President-elect Joe Biden on Friday called for trillions of dollars in immediate further fiscal support, including increased direct payments, after a surge in coronavirus cases caused U.S. payrolls to drop for the first time since April.
“The price tag will be high,” Biden said of his planned package in Wilmington, Delaware. He promised to lay out his proposals next Thursday, before taking office on Jan. 20. “It will be in the trillions of dollars.”
Biden invoked images of the unemployed waiting in long food lines and added a dire warning: “If we don’t act now, things are going to get much worse and harder to get out of a hole later.”
Biden made the call for new assistance — including boosting stimulus checks to $2,000 — after an unexpectedly poor December jobs report that reflected a plunge in restaurant employment. The 140,000 slump in payrolls highlighted how surging coronavirus infections are taking a greater toll on parts of the economy.
While the Democrats are set to control both houses of Congress after Biden takes charge, private economists see any new stimulus package falling short of multiple trillions of dollars. The 50-50 partisan split in the Senate will make a more ambitious proposal challenging to pass, testing the new president’s sway over lawmakers from his party and his ability to influence Republicans.
Democratic Senator Joe Manchin, a West Virginia moderate, said Friday that if there’s another round of direct payments to individuals, it “should be targeted to those who need it.” An earlier report said he flat-out opposed boosting stimulus checks from the $600 approved in a December Covid-19 relief package, sending stocks falling on Friday.
Equities started recovering after Bloomberg News reported that Manchin planned to review Biden’s proposals, and extended gains following Biden’s comments. The S&P 500 Index closed up 0.6%, at a record high. The fluctuations showcased investor sensitivity to news about the next fiscal initiative.
Incoming Senate Majority Leader Chuck Schumer said earlier this week that boosting the stimulus payments to $2,000 would be his first goal once Democrats secure control of the Senate.
The Labor Department’s report Friday showed the U.S. unemployment rate at 6.7% in December, halting a string of seven straight monthly declines. The figures underscored that the economy weakened at the end of 2020 as the pandemic raged and the impact of the roughly $2 trillion March fiscal stimulus package faded.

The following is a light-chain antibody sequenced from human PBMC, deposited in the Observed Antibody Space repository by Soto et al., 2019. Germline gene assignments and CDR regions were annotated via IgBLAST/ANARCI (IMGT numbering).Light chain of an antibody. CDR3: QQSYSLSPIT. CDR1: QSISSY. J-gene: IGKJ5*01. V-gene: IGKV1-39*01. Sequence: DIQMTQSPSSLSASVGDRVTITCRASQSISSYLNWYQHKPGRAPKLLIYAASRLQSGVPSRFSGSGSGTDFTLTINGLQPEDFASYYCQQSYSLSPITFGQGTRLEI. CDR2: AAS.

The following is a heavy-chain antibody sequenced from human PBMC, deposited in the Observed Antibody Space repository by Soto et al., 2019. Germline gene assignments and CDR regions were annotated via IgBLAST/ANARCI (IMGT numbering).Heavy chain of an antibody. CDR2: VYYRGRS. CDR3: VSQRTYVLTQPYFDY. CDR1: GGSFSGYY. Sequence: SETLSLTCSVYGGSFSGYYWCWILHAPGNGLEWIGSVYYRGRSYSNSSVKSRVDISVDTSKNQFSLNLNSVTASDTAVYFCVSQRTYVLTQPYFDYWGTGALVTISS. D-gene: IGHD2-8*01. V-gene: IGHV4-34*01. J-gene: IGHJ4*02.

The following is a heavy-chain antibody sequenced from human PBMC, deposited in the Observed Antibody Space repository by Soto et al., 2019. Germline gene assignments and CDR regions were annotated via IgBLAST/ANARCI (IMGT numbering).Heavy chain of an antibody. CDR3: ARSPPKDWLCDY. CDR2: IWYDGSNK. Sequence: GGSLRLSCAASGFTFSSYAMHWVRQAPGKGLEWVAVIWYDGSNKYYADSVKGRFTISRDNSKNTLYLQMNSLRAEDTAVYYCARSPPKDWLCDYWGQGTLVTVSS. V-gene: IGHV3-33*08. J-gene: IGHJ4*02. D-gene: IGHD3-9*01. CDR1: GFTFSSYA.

President Donald Trump signed a $900 billion relief bill last month, which included supplemental unemployment benefits extended to mid-March — a timeframe that could serve as a deadline for lawmakers to move on the next package. That bill didn’t include aid for state and local authorities, which was blocked by outgoing Senate Majority Leader Mitch McConnell and fellow Republicans.
Biden on Friday reiterated that last month’s aid bill was just a “down payment” on what’s still needed. In November he favored something “like the Heroes Act” that House Democrats had previously proposed. That bill was originally about $3.4 trillion, in May. By October, Democrats had trimmed their demand to $2.4 trillion.
“People are lined up for miles in their automobiles waiting to get a meal to put on the table for their family,” Biden said at the news conference on Friday. The president-elect also called for a federal minimum wage of $15 an hour, a long-time Democratic priority that’s likely to run into a challenging political calculus.
Biden touted a Moody’s Analytics study from last year that had compared his versus Trump’s economic proposals, and showed his plan would generate millions more jobs than his opponent.
In the wake of Democrats’ victories in Tuesday’s two Georgia runoff elections to the Senate — which ensure the party’s control of the chamber — JPMorgan Chase & Co. predicted a new stimulus package worth $900 billion; Goldman Sachs Group Inc. said it expected about $750 billion in new aid; and Bank of America Corp. analysts projected a bill in the “ballpark” of $1 trillion.
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